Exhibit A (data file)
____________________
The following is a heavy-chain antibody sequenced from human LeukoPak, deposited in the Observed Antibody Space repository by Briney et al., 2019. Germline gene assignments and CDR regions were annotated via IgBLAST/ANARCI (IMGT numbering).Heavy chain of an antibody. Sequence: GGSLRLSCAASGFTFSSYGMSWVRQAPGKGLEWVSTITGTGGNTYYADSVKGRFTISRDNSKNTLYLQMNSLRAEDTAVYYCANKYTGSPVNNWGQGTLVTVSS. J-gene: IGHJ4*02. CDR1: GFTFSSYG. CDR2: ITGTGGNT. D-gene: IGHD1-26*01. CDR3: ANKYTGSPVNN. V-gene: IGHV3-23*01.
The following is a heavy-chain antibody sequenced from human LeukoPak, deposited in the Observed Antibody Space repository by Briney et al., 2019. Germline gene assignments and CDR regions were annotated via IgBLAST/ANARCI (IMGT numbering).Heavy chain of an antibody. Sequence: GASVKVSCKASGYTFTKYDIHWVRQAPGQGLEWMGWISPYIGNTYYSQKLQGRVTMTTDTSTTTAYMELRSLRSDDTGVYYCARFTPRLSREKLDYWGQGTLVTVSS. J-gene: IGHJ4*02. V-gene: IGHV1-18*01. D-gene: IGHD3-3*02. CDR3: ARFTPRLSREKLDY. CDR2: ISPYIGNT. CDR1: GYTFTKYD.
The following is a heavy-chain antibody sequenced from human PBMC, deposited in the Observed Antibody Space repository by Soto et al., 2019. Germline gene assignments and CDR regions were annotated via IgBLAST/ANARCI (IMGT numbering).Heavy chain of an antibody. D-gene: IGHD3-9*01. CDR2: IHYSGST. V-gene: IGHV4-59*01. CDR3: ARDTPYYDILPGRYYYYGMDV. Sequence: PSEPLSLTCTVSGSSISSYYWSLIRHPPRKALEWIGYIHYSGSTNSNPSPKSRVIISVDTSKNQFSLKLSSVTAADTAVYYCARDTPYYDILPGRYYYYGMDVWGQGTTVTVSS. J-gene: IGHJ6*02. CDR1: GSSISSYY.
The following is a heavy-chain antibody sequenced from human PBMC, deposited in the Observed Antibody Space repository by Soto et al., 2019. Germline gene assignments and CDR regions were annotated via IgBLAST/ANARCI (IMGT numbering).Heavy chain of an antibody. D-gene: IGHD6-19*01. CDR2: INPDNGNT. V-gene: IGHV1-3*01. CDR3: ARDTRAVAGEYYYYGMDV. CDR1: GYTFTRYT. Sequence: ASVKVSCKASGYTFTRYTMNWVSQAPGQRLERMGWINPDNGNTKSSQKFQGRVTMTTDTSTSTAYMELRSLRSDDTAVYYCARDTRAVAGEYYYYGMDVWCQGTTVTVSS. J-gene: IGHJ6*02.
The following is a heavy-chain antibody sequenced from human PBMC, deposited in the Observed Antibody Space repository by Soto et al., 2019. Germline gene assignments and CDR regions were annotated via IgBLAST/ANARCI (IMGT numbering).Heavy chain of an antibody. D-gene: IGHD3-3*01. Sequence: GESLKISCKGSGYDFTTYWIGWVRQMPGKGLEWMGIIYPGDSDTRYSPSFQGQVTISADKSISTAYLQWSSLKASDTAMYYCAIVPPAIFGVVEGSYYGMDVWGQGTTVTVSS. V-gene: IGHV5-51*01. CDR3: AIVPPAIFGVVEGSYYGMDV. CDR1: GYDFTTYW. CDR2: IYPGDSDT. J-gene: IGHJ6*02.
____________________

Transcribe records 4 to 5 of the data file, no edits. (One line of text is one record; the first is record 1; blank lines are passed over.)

The following is a heavy-chain antibody sequenced from human PBMC, deposited in the Observed Antibody Space repository by Soto et al., 2019. Germline gene assignments and CDR regions were annotated via IgBLAST/ANARCI (IMGT numbering).Heavy chain of an antibody. D-gene: IGHD6-19*01. CDR2: INPDNGNT. V-gene: IGHV1-3*01. CDR3: ARDTRAVAGEYYYYGMDV. CDR1: GYTFTRYT. Sequence: ASVKVSCKASGYTFTRYTMNWVSQAPGQRLERMGWINPDNGNTKSSQKFQGRVTMTTDTSTSTAYMELRSLRSDDTAVYYCARDTRAVAGEYYYYGMDVWCQGTTVTVSS. J-gene: IGHJ6*02.
The following is a heavy-chain antibody sequenced from human PBMC, deposited in the Observed Antibody Space repository by Soto et al., 2019. Germline gene assignments and CDR regions were annotated via IgBLAST/ANARCI (IMGT numbering).Heavy chain of an antibody. D-gene: IGHD3-3*01. Sequence: GESLKISCKGSGYDFTTYWIGWVRQMPGKGLEWMGIIYPGDSDTRYSPSFQGQVTISADKSISTAYLQWSSLKASDTAMYYCAIVPPAIFGVVEGSYYGMDVWGQGTTVTVSS. V-gene: IGHV5-51*01. CDR3: AIVPPAIFGVVEGSYYGMDV. CDR1: GYDFTTYW. CDR2: IYPGDSDT. J-gene: IGHJ6*02.